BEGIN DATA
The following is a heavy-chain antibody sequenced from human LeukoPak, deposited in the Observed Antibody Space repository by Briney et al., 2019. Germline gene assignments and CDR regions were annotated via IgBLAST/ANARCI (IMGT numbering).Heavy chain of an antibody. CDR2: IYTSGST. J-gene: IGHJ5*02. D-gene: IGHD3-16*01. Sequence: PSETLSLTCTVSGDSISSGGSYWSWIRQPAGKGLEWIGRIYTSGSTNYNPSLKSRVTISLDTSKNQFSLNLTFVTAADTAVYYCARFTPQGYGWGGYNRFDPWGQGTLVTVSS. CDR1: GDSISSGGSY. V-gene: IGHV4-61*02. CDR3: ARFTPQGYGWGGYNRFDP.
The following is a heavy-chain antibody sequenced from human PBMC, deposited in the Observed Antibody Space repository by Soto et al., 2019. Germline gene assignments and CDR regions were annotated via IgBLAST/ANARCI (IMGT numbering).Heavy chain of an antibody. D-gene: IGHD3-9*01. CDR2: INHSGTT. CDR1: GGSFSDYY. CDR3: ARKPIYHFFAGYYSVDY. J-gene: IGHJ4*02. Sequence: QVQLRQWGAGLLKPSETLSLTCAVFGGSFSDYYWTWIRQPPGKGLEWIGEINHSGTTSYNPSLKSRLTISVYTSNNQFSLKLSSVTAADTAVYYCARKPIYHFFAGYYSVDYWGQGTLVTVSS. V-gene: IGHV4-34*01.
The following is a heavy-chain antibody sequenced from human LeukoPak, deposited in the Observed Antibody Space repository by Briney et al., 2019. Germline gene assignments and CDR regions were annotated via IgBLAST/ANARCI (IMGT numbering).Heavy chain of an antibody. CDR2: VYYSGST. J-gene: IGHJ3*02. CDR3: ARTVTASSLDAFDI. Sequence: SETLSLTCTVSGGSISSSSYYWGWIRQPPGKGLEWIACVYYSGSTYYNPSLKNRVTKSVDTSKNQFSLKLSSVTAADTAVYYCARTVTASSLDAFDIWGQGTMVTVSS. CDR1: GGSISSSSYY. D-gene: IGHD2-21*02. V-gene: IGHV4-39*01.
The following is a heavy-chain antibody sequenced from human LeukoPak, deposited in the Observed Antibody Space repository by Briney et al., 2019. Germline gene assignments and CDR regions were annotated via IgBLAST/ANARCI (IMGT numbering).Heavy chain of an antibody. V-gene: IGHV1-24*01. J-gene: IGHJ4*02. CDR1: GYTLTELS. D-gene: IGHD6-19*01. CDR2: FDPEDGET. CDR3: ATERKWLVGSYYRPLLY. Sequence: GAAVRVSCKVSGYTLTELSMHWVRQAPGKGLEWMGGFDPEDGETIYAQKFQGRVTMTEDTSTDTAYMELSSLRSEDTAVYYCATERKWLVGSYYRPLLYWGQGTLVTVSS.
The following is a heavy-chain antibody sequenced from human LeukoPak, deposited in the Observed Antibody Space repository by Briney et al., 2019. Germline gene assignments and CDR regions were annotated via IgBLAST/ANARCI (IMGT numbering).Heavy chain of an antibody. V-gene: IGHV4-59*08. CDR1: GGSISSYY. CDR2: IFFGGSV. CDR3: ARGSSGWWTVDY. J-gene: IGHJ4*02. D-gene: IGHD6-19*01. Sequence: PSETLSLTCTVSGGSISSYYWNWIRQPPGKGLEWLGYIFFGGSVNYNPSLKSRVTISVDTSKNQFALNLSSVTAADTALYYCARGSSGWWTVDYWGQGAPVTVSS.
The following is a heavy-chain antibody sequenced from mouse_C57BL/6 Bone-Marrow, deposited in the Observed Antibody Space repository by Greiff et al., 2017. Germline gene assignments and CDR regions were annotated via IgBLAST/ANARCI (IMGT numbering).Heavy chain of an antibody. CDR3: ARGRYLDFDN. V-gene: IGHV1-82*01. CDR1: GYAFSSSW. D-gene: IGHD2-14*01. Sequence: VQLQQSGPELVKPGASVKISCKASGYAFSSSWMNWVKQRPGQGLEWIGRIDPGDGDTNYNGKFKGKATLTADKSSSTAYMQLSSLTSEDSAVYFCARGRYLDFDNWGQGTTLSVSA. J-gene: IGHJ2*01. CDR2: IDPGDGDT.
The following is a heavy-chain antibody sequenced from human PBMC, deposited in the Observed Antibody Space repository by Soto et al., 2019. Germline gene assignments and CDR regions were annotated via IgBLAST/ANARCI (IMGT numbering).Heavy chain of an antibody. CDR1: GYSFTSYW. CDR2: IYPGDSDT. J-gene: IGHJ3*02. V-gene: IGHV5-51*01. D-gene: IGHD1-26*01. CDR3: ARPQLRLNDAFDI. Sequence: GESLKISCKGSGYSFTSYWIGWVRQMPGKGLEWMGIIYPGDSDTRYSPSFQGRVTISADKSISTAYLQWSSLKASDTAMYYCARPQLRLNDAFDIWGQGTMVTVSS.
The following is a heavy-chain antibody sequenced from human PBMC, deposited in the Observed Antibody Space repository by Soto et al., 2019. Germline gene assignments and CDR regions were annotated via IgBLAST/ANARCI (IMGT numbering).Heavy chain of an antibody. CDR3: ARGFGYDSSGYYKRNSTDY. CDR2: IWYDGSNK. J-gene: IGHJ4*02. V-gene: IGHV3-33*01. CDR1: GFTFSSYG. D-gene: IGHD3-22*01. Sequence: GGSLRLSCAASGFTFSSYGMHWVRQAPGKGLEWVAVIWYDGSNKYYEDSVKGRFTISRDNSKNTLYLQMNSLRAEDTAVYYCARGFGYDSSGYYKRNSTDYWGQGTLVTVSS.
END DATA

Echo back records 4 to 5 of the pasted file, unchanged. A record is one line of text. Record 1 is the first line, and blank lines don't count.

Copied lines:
The following is a heavy-chain antibody sequenced from human LeukoPak, deposited in the Observed Antibody Space repository by Briney et al., 2019. Germline gene assignments and CDR regions were annotated via IgBLAST/ANARCI (IMGT numbering).Heavy chain of an antibody. V-gene: IGHV1-24*01. J-gene: IGHJ4*02. CDR1: GYTLTELS. D-gene: IGHD6-19*01. CDR2: FDPEDGET. CDR3: ATERKWLVGSYYRPLLY. Sequence: GAAVRVSCKVSGYTLTELSMHWVRQAPGKGLEWMGGFDPEDGETIYAQKFQGRVTMTEDTSTDTAYMELSSLRSEDTAVYYCATERKWLVGSYYRPLLYWGQGTLVTVSS.
The following is a heavy-chain antibody sequenced from human LeukoPak, deposited in the Observed Antibody Space repository by Briney et al., 2019. Germline gene assignments and CDR regions were annotated via IgBLAST/ANARCI (IMGT numbering).Heavy chain of an antibody. V-gene: IGHV4-59*08. CDR1: GGSISSYY. CDR2: IFFGGSV. CDR3: ARGSSGWWTVDY. J-gene: IGHJ4*02. D-gene: IGHD6-19*01. Sequence: PSETLSLTCTVSGGSISSYYWNWIRQPPGKGLEWLGYIFFGGSVNYNPSLKSRVTISVDTSKNQFALNLSSVTAADTALYYCARGSSGWWTVDYWGQGAPVTVSS.